Interest rate decision: Reserve Bank keeps OCR on hold, warns policy could remain ‘restrictive for longer’

The Reserve Bank has kept the official cash rate (OCR) unchanged at 5.5 per cent, saying inflation is falling and should reach the target again by the end of 2024.

But, in what has been received as a statement of aggressive monetary policy, he warned that rates may need to stay high for longer.

It was the seventh consecutive time that the Monetary Policy Committee left the OCR unchanged as it seeks to bring inflation back to its target band of 1-3 percent.

The Reserve Bank (RBNZ) left its forecast for OCR cuts largely unchanged. But the committee warned that policy may need to remain “restrictive for longer than anticipated at the February meeting, to ensure that the inflation target is met.”

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It will be unpleasant news for mortgage holders.

While the core message was not significantly different from February, the new rate trajectory did mean significant cuts to mortgage rates were less likely through 2025, said Kelvin Davidson, chief property economist at CoreLogic NZ.

“It’s worth noting that OCR is not the only influence on mortgage rates; Factors such as banking competition and offshore funding rates also play a role,” Davidson said.

“But in an environment where OCR cuts look even more likely now for 2025 than 2024, something similar seems like a sensible assumption for mortgage rates as well.”

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“As such, it appears that conditions will remain difficult for at least six to nine months for new borrowers, as well as those existing mortgage holders who still need to fully adjust their prices to current market rates.

“Sales volumes and property values ​​could also remain quite weak, and even if mortgage rates begin to fall more appreciably in 2025, that is when the limiting influence of (likely) debt on borrowing restrictions income would begin to take effect.

The committee even discussed the possibility of increasing OCR at this meeting.

But it assessed that while the short-term balance of risks around inflation was skewed to the upside, there was more confidence that inflation would decline to within the target range over the medium term.

Financial markets took the statement as a hawkish message based on a slight increase in the forecast for the OCR, with the New Zealand dollar rising around half a US cent to 61.50 cents on the news.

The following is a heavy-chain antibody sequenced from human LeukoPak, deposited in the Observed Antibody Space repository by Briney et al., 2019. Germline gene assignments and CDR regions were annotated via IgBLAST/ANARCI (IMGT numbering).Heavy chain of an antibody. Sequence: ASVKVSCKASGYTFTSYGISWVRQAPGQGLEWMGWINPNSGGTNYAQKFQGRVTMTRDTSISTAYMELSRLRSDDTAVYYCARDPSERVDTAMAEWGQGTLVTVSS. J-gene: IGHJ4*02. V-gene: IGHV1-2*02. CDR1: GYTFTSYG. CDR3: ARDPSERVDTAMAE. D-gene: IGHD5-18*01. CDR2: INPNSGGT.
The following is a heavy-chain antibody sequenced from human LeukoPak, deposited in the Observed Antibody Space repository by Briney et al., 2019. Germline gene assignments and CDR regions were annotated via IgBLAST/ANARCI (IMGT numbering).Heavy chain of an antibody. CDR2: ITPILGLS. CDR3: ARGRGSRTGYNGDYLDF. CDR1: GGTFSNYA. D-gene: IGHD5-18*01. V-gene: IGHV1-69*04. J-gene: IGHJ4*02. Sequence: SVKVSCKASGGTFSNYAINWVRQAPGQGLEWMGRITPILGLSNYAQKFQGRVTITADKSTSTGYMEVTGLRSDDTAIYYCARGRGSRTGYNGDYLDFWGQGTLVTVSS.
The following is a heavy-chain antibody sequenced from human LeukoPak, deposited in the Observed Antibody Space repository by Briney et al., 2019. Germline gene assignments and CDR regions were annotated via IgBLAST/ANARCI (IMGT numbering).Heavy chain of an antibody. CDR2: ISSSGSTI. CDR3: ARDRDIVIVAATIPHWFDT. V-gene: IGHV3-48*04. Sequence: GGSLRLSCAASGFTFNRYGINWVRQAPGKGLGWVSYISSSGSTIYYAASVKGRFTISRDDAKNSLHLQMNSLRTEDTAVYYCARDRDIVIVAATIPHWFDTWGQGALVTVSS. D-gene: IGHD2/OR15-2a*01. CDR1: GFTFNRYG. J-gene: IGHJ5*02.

“It was definitely a tough surprise for the market,” said Imre Speizer, senior market strategist at Westpac.

“The main thing was that they raised the OCR forecast by five basis points at the peak, indicating some chance still for a rate hike this cycle, before they start cutting,” Speizer said.

RBNZ forecasts put the OCR at a high of 5.65 per cent in the fourth quarter of this year, up from 5.60 per cent in the previous monetary policy statement published in February.

“Using it higher indicates that they are more concerned about inflation and might need things to be tight for longer, with rate cuts starting later,” Speizer said.

There was considerably greater concern about the strength of services sector inflation and a recognition that some aspects of inflation were not as sensitive to interest rates, ASB chief economist Nick Tuffley said.

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“The RBNZ inflation forecast is higher for the remainder of 2024, and will barely return to the 1-3 per cent target band by the end of 2024,” he said.

“Forecasts show inflation very close to the 2 percent midpoint during the second half of 2025, but will not reach 2 percent until the first half of 2026, later than in the February forecasts.”

“We have maintained our view that the RBNZ will start cutting the OCR from February 2025, but the risk will come later,” he said.

The commission referred to the next budget.

“The reported lower public spending is currently expected to continue contributing to weaker aggregate demand. Any impact of possible changes in the next budget on public spending or on private spending due to tax cuts remains to be assessed,” he said.

Despite a cooling labor market and rising unemployment, rising house rents, insurance costs, council rates and other internal services were cited as drivers of inflation.

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The RBNZ said tight monetary policy has reduced capacity pressures in the New Zealand economy and reduced consumer price inflation. Annual consumer price inflation is expected to return to within the committee’s target range of 1 to 3 percent by the end of 2024.

Liam Dann is general business editor at New Zealand Herald. He is a senior writer and columnist and also hosts and produces videos and podcasts. He joined the Herald in 2003.